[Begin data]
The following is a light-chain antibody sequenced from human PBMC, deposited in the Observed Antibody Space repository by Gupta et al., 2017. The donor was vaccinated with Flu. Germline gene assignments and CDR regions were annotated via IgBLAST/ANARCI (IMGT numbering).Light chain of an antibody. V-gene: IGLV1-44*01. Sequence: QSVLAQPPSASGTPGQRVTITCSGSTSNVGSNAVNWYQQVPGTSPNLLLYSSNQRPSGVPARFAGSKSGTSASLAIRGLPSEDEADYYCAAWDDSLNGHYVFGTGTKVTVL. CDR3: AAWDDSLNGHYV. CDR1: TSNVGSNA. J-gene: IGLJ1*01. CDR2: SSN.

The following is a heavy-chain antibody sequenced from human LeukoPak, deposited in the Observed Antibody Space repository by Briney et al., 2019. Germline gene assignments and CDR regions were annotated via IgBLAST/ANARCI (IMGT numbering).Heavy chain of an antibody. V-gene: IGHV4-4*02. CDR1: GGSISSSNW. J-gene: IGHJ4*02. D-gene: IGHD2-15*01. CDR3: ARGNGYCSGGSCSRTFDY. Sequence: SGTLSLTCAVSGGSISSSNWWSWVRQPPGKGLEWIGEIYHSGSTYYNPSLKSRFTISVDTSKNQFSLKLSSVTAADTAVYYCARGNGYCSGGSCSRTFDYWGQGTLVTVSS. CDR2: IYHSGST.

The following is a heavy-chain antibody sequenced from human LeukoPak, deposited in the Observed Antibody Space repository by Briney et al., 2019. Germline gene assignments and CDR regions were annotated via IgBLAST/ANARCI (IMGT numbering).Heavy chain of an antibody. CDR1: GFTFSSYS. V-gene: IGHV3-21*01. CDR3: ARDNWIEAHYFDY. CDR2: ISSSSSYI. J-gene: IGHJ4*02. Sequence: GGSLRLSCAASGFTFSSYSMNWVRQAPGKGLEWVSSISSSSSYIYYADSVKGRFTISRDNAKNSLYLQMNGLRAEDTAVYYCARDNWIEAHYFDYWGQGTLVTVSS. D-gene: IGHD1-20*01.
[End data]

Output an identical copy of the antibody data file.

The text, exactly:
The following is a light-chain antibody sequenced from human PBMC, deposited in the Observed Antibody Space repository by Gupta et al., 2017. The donor was vaccinated with Flu. Germline gene assignments and CDR regions were annotated via IgBLAST/ANARCI (IMGT numbering).Light chain of an antibody. V-gene: IGLV1-44*01. Sequence: QSVLAQPPSASGTPGQRVTITCSGSTSNVGSNAVNWYQQVPGTSPNLLLYSSNQRPSGVPARFAGSKSGTSASLAIRGLPSEDEADYYCAAWDDSLNGHYVFGTGTKVTVL. CDR3: AAWDDSLNGHYV. CDR1: TSNVGSNA. J-gene: IGLJ1*01. CDR2: SSN.

The following is a heavy-chain antibody sequenced from human LeukoPak, deposited in the Observed Antibody Space repository by Briney et al., 2019. Germline gene assignments and CDR regions were annotated via IgBLAST/ANARCI (IMGT numbering).Heavy chain of an antibody. V-gene: IGHV4-4*02. CDR1: GGSISSSNW. J-gene: IGHJ4*02. D-gene: IGHD2-15*01. CDR3: ARGNGYCSGGSCSRTFDY. Sequence: SGTLSLTCAVSGGSISSSNWWSWVRQPPGKGLEWIGEIYHSGSTYYNPSLKSRFTISVDTSKNQFSLKLSSVTAADTAVYYCARGNGYCSGGSCSRTFDYWGQGTLVTVSS. CDR2: IYHSGST.

The following is a heavy-chain antibody sequenced from human LeukoPak, deposited in the Observed Antibody Space repository by Briney et al., 2019. Germline gene assignments and CDR regions were annotated via IgBLAST/ANARCI (IMGT numbering).Heavy chain of an antibody. CDR1: GFTFSSYS. V-gene: IGHV3-21*01. CDR3: ARDNWIEAHYFDY. CDR2: ISSSSSYI. J-gene: IGHJ4*02. Sequence: GGSLRLSCAASGFTFSSYSMNWVRQAPGKGLEWVSSISSSSSYIYYADSVKGRFTISRDNAKNSLYLQMNGLRAEDTAVYYCARDNWIEAHYFDYWGQGTLVTVSS. D-gene: IGHD1-20*01.